The balloons are inflated overnight on the broadcast set before flying down 34th Street. Some will make the trip live on Thanksgiving Day. Others will have had pre-registered flights.
“Even though it’s a short parade this year, my stomach will start to turn on Monday and it will continue to do so until we deflate,” Ms. Kramer said.
In another arc to a special year, Macy’s organized it so that certain groups whose parades were canceled will now have a place in the Thanksgiving event. Parade viewers on TV can therefore expect to see the New York Fire Department’s Emerald Society band with their bagpipes and bearskin hats and the Lesbian & Gay Big Apple Corps Marching Band, in their scarves. rainbow, all pre-recorded.
Dancers, stilt walkers and steel pot players who would have lit Eastern Parkway for the carnival are recorded on Wednesday. But they’ll start putting on makeup on Tuesday night because the process can take hours, said Anne-Rhea Smith, vice president of the West Indian American Day Carnival Association. She said she hopes the makeup shoot will be like the preparations and feel of a typical Brooklyn carnival eve.
“Nothing takes the place of that feeling,” she says, “but we’re doing our best to get as close as possible.”
By replacing the absences from the parades of the past months, this event will become in a way an ode to New York, both the epicenter of the pandemic in the United States and the cultural beacon that has largely obscured in recent months. So while visitors to Lincoln Center may not see “The Nutcracker by George Balanchine,” this year parade viewers will be able to see Ashley Bouder, a principal dancer with the New York City Ballet, perform the role of Sugarplum Fairy in a tutu. pink. Likewise, the numbers of four Broadway shows, which have been closed since March, were taped in Times Square ahead of Thanksgiving week and will be part of the parade.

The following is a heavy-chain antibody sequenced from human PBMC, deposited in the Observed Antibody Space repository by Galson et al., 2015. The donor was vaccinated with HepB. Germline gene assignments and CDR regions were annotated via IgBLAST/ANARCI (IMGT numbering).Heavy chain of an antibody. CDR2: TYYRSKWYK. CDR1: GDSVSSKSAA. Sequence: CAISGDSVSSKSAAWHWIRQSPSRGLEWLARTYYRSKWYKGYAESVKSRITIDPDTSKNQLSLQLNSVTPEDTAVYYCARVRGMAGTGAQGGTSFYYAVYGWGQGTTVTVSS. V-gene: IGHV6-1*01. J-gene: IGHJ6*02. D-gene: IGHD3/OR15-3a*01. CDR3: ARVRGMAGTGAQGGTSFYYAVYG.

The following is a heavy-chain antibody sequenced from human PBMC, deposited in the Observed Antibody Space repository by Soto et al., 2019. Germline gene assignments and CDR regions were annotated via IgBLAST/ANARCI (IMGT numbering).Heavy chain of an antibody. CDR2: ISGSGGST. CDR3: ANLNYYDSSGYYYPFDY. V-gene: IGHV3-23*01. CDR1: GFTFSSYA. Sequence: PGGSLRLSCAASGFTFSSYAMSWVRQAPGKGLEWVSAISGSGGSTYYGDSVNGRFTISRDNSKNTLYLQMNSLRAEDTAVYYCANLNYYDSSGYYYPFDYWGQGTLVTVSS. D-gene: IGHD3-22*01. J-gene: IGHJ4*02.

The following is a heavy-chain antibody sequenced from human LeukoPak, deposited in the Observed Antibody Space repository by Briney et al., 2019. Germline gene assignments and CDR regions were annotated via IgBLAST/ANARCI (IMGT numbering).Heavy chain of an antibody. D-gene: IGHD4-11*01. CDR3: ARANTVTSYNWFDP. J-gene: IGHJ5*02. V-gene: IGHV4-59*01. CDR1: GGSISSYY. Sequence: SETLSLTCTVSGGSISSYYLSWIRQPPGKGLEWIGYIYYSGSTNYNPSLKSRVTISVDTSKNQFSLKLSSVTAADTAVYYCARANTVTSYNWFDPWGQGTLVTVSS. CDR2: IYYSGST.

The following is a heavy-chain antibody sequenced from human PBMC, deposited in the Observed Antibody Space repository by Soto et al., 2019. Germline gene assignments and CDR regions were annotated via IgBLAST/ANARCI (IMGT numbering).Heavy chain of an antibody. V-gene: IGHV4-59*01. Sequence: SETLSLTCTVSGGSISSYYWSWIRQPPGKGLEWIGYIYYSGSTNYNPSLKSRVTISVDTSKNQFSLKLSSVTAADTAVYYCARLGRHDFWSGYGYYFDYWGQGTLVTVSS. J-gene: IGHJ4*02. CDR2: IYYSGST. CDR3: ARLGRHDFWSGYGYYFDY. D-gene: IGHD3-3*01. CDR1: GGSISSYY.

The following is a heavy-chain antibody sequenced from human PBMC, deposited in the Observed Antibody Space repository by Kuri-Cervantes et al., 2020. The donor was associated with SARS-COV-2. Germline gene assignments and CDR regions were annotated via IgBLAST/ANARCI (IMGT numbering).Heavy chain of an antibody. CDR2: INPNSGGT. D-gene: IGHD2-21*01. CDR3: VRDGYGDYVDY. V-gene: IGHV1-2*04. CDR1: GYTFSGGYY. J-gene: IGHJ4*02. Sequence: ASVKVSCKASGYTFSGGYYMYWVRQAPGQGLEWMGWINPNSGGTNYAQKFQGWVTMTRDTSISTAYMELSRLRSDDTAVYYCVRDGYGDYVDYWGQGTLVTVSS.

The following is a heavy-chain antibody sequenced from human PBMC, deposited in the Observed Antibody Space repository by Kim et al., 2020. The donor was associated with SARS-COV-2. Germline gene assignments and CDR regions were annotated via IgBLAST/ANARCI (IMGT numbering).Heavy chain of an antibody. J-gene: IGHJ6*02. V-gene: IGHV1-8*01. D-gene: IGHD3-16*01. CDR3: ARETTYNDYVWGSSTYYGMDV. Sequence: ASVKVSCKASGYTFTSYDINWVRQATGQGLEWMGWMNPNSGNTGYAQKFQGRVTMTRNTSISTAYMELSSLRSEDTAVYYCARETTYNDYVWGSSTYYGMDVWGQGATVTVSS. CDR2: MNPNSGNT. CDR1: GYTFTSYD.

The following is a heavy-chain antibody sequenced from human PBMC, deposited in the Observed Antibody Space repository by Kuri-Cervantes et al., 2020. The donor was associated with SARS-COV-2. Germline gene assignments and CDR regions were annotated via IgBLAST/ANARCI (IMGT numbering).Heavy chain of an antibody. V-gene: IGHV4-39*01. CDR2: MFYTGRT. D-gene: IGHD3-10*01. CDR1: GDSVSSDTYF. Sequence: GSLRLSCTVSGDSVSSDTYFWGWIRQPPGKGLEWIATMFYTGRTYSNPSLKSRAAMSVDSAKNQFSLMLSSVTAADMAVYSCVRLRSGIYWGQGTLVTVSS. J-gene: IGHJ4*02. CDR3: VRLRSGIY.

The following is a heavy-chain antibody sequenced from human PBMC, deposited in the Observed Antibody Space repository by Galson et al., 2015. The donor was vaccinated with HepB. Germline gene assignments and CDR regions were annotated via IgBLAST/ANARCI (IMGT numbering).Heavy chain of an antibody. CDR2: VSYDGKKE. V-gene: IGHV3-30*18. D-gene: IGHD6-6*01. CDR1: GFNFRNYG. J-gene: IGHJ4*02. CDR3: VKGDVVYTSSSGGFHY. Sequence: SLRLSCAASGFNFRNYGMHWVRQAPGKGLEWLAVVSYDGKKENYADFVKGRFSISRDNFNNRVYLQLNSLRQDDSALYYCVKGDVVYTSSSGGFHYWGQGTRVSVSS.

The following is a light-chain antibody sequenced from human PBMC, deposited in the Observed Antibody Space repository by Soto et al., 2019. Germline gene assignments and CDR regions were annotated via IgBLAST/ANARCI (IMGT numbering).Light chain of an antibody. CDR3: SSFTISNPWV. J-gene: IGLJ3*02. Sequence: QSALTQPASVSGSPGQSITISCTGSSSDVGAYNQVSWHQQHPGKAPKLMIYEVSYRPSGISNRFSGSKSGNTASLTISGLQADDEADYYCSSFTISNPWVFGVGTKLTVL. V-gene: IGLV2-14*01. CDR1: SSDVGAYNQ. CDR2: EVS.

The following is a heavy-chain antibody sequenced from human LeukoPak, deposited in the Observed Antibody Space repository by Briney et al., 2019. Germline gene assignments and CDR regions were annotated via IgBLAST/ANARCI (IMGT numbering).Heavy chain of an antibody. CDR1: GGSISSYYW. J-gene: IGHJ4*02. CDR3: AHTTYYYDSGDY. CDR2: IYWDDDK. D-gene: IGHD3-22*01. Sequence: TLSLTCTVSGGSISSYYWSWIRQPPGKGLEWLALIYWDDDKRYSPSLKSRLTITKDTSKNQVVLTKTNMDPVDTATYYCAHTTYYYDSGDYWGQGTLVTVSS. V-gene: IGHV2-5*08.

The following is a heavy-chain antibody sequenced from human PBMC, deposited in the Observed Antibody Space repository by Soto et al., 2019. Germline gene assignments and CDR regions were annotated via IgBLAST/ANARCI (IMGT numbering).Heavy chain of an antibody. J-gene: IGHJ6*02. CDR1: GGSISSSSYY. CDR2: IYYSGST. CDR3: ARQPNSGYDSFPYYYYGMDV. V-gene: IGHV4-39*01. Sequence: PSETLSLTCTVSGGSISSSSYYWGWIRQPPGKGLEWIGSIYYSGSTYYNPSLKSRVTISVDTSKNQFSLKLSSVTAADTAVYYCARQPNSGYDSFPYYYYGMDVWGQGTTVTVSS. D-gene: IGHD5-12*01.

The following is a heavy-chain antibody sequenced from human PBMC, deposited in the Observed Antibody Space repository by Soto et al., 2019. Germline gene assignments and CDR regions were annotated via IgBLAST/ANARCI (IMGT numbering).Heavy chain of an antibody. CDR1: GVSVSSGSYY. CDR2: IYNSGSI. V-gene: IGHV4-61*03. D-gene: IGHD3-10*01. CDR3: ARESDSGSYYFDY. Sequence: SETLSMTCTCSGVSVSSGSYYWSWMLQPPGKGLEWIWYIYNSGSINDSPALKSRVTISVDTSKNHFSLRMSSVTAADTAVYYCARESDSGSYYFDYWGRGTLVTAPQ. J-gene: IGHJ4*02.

And despite the cancellation of the “Christmas Spectacular” at Radio City Music Hall, 18 of the 80 Rockettes will appear in their wooden soldier costumes with custom masks. (This Rockettes number was chosen because the dancers have limited contact with each other, which means no kick line.)
Skimming through the hectic planning process has been the feeling that New Yorkers and Americans need this display of lively joy at a time when there is a lot to be sad about.
This mission was also evident in 1963, six days after the assassination of President John F. Kennedy, when in the midst of national mourning, Macy decided not to cancel the parade.
The parade resumed in 2001, as New York City struggled to recover from the 9/11 attacks. The thrill of the moment was noted in a few patriotic touches: a Lady Liberty float replaced Tom Turkey, for example, and the red and white candy canes in Santa’s sleigh wore ribbons of red, white and blue.
As this year’s parade wraps up on Thursday, planners say they’ll start thinking about next year’s parade almost immediately. Will it be another pandemic version, of the socially distant kind, wearing a mask, cheerful but downsized, or will it be something that people can bring their children?
“Hopefully,” NBC’s Mr. Vaughan said, “the 95th anniversary of the parade will be very different from this year.